The group "Delegates Unbound" intends to launch a nationwide television commercial this Sunday on potentially multiple cable news outlets.
With less than a month until the GOP's national convention in Cleveland, there are now three factions aiming to open up voting on the convention floor, freeing delegates to vote their conscience for who should become the party's nominee and effectively halting the coronation of Donald Trump.
"We're trying to help bring people together, provide guidance and let the world know this is serious," said Dane Waters, one of the backers of "Delegates Unbound."
Waters said the group will spend between $2.5 million and $3.5 million on the three-day ad buy, calling these next two weeks "telling of whether all the pieces can be pulled together."
The group - a 501(c)(4) organization - is led by Waters, who runs a political consulting firm, and Eric O'Keefe, a conservative strategist, plus A.J. Spiker, a former senior national political adviser to Rand Paul's presidential campaign.
"Delegates Unbound" will begin working in conjunction with Kendal Unruh, the Colorado delegate and convention rules member leading the unbinding charge, and Courageous Conservatives, a super PAC that formerly aided Ted Cruz's presidential ambitions.
The three factions will hold a joint conference call on Friday to discuss coordinating their efforts. The combined group also intends to build a delegate whip operation to counter Trump's planned whip team of 150 paid staffers and volunteers.
"Delegates Unbound" is primarily looking to aid the advocacy efforts of longtime rules member Curly Haugland of North Dakota and consultant Sean Parnell - co-authors of the book "Unbound," which argues, in part, delegates are not constitutionally bound at the convention.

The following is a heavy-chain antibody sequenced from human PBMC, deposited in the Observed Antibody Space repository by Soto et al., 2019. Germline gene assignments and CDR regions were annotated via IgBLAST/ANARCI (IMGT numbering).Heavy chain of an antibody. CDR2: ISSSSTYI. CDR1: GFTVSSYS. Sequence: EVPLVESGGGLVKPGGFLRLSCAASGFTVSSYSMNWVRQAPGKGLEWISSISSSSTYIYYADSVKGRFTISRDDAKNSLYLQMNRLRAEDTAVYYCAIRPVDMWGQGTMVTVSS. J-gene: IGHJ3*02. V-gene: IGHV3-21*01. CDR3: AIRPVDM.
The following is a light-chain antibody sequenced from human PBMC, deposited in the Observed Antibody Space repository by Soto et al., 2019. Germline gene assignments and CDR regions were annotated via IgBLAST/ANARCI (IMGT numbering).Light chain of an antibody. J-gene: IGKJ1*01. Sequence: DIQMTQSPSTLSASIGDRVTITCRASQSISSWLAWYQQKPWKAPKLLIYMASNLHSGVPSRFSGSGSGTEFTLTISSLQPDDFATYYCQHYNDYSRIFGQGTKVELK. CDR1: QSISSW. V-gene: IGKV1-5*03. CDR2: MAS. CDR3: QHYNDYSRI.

Waters said the organization emailed 1,400 of the national delegates last week with a link to the book but acknowledged the difficulty in contacting delegates because they lacked a complete list of delegate names.
"We are promoting their book because we believe it's the Bible to this issue," Waters said.
Courageous Conservatives, began running radio ads in Iowa on Thursday, encouraging listeners to call RNC rules member Steve Scheffler and tell him to unbind the delegates in Cleveland.
Rick Shaftan, who heads the super PAC, told NBC News on Wednesday the group is "going to be going after a lot of these folks."
"If he says I'm on board, I'll pull those ads instantly — that's what I'm hoping to do," Shaftan said. "They're settled in concrete until the concrete breaks up."
But Scheffler, who is also the state's Republican National Committeeman, is an odd target because he is expected to be a tough sell. He told NBC News two weeks ago: "The people of this country have spoken. Now is the time to get on board and unify, and all these theatrics and doing something silly is not a smart thing to do."
The full list of RNC rules members had yet to be released until Thursday and several involved with the effort to unbind delegates acknowledged the difficulty in contacting potential targets without knowing who they were.
Earlier this week, several rules committee members — who had each backed a candidate other than Trump during the primary — told NBC News they had yet to be contacted by "Free the Delegates" organizing forces.
The conference call on Friday is intended to sync up the movement's strategy and direction.